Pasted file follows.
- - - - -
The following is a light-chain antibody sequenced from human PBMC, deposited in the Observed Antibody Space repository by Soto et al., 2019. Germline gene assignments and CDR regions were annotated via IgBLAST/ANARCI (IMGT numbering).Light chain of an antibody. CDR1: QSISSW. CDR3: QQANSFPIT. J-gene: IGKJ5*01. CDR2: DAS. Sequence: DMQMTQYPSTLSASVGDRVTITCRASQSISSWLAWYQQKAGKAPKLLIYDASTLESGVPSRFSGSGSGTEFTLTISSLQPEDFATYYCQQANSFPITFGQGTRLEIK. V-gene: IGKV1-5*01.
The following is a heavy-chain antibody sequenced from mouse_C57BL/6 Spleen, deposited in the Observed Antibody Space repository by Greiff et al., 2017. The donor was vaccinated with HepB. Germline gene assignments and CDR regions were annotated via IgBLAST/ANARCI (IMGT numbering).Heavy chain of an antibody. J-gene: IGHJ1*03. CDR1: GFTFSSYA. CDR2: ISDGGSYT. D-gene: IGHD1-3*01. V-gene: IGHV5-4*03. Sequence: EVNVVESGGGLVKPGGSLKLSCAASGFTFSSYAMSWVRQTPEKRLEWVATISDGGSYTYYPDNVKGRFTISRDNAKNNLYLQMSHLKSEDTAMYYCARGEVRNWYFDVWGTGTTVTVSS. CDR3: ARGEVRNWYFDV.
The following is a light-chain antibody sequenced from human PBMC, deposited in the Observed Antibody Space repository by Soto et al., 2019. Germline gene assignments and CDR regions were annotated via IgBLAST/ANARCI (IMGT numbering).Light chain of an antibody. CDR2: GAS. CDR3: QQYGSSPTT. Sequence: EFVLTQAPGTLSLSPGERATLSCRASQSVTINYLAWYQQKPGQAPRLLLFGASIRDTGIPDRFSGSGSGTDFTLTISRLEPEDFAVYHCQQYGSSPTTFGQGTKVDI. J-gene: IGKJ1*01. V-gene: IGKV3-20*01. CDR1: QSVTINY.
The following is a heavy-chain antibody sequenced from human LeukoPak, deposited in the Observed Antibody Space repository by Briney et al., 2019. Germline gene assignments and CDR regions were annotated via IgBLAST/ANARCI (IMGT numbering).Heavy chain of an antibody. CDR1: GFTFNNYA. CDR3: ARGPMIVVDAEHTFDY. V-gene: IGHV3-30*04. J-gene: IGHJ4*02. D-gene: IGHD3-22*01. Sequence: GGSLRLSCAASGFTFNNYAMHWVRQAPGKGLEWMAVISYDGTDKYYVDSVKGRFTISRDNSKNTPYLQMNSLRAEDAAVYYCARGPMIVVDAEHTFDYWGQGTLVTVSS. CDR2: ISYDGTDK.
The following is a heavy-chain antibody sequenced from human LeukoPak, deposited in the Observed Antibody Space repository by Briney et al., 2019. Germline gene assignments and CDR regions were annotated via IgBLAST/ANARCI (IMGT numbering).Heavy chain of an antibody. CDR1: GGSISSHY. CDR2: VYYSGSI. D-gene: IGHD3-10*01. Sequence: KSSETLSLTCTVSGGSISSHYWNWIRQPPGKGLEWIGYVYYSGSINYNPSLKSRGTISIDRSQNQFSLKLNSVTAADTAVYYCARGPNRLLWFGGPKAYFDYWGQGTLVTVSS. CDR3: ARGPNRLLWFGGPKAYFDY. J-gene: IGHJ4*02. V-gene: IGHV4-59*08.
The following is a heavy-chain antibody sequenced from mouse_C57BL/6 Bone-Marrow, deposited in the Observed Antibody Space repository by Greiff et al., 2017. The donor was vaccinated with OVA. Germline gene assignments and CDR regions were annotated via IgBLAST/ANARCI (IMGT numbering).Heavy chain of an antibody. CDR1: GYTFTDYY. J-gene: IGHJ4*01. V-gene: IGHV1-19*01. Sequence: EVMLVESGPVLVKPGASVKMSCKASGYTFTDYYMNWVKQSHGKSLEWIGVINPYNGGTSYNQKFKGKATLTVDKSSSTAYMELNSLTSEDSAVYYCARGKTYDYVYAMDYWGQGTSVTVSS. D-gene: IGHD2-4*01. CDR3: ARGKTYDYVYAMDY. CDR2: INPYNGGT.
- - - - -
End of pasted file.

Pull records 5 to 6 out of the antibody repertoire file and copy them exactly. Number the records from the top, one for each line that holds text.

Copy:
The following is a heavy-chain antibody sequenced from human LeukoPak, deposited in the Observed Antibody Space repository by Briney et al., 2019. Germline gene assignments and CDR regions were annotated via IgBLAST/ANARCI (IMGT numbering).Heavy chain of an antibody. CDR1: GGSISSHY. CDR2: VYYSGSI. D-gene: IGHD3-10*01. Sequence: KSSETLSLTCTVSGGSISSHYWNWIRQPPGKGLEWIGYVYYSGSINYNPSLKSRGTISIDRSQNQFSLKLNSVTAADTAVYYCARGPNRLLWFGGPKAYFDYWGQGTLVTVSS. CDR3: ARGPNRLLWFGGPKAYFDY. J-gene: IGHJ4*02. V-gene: IGHV4-59*08.
The following is a heavy-chain antibody sequenced from mouse_C57BL/6 Bone-Marrow, deposited in the Observed Antibody Space repository by Greiff et al., 2017. The donor was vaccinated with OVA. Germline gene assignments and CDR regions were annotated via IgBLAST/ANARCI (IMGT numbering).Heavy chain of an antibody. CDR1: GYTFTDYY. J-gene: IGHJ4*01. V-gene: IGHV1-19*01. Sequence: EVMLVESGPVLVKPGASVKMSCKASGYTFTDYYMNWVKQSHGKSLEWIGVINPYNGGTSYNQKFKGKATLTVDKSSSTAYMELNSLTSEDSAVYYCARGKTYDYVYAMDYWGQGTSVTVSS. D-gene: IGHD2-4*01. CDR3: ARGKTYDYVYAMDY. CDR2: INPYNGGT.